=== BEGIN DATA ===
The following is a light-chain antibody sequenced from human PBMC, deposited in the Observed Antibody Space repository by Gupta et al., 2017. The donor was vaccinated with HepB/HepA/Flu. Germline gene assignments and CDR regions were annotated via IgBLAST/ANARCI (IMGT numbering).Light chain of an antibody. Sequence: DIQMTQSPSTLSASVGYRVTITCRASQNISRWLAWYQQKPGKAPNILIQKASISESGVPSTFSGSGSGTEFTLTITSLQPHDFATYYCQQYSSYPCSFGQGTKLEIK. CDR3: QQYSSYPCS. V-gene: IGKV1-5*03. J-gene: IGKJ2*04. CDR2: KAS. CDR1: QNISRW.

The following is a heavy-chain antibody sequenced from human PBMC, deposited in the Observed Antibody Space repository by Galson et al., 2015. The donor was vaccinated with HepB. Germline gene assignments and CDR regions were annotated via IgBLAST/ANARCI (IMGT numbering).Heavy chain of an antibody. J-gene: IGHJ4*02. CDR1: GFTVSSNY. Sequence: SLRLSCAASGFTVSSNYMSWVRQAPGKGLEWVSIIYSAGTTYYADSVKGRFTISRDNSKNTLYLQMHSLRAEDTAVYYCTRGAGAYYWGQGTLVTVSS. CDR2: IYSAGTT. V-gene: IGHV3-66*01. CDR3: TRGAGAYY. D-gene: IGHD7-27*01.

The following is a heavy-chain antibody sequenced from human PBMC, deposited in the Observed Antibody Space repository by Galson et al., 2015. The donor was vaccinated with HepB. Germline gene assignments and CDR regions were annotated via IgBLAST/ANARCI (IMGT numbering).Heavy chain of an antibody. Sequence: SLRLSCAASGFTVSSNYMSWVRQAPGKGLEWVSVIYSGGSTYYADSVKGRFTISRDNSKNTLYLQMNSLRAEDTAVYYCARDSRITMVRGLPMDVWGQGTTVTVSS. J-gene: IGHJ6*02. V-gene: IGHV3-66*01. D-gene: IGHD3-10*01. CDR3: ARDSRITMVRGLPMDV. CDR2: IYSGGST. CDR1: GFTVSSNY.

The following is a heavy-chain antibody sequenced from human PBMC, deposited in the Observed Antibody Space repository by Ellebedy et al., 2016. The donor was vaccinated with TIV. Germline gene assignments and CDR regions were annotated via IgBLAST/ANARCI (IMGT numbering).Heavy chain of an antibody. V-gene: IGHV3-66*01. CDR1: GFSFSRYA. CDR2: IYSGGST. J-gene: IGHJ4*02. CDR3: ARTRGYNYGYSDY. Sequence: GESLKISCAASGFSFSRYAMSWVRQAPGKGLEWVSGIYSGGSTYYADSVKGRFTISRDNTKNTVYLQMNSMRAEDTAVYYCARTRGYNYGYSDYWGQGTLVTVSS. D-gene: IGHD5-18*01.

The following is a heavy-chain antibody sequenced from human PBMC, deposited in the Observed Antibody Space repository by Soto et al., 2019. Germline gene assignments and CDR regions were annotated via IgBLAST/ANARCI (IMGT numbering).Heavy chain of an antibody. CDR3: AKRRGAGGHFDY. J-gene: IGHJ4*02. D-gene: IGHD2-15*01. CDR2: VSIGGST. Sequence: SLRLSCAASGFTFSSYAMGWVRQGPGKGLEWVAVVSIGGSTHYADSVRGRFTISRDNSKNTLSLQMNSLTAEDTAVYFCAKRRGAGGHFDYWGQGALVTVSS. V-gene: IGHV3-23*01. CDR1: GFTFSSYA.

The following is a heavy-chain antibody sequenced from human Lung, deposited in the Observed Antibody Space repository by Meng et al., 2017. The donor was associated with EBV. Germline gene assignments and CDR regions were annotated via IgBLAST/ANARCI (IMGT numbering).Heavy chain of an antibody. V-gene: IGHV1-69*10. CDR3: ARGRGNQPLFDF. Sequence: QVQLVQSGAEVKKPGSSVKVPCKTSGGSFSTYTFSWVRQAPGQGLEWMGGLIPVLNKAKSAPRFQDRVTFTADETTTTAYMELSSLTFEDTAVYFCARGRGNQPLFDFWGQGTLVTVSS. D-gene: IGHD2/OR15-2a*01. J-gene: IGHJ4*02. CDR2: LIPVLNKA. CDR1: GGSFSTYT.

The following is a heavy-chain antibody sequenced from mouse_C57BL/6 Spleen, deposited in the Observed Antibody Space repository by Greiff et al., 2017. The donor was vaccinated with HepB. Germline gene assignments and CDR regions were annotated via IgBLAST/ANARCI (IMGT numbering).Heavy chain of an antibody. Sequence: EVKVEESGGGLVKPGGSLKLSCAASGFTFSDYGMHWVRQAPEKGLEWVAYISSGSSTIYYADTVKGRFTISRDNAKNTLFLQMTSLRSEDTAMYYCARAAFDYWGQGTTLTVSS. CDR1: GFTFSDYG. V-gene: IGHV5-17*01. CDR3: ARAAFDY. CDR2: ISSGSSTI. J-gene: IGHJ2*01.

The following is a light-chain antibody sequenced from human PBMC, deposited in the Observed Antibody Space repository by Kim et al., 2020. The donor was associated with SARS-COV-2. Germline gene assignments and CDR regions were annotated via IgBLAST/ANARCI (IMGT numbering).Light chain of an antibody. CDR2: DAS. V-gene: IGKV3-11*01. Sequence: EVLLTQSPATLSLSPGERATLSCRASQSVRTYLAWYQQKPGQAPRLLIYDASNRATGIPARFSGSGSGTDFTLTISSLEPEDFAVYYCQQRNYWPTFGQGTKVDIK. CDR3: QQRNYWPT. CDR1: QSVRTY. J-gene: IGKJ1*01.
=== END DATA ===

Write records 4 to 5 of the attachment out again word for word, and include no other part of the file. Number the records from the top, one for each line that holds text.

The following is a heavy-chain antibody sequenced from human PBMC, deposited in the Observed Antibody Space repository by Ellebedy et al., 2016. The donor was vaccinated with TIV. Germline gene assignments and CDR regions were annotated via IgBLAST/ANARCI (IMGT numbering).Heavy chain of an antibody. V-gene: IGHV3-66*01. CDR1: GFSFSRYA. CDR2: IYSGGST. J-gene: IGHJ4*02. CDR3: ARTRGYNYGYSDY. Sequence: GESLKISCAASGFSFSRYAMSWVRQAPGKGLEWVSGIYSGGSTYYADSVKGRFTISRDNTKNTVYLQMNSMRAEDTAVYYCARTRGYNYGYSDYWGQGTLVTVSS. D-gene: IGHD5-18*01.

The following is a heavy-chain antibody sequenced from human PBMC, deposited in the Observed Antibody Space repository by Soto et al., 2019. Germline gene assignments and CDR regions were annotated via IgBLAST/ANARCI (IMGT numbering).Heavy chain of an antibody. CDR3: AKRRGAGGHFDY. J-gene: IGHJ4*02. D-gene: IGHD2-15*01. CDR2: VSIGGST. Sequence: SLRLSCAASGFTFSSYAMGWVRQGPGKGLEWVAVVSIGGSTHYADSVRGRFTISRDNSKNTLSLQMNSLTAEDTAVYFCAKRRGAGGHFDYWGQGALVTVSS. V-gene: IGHV3-23*01. CDR1: GFTFSSYA.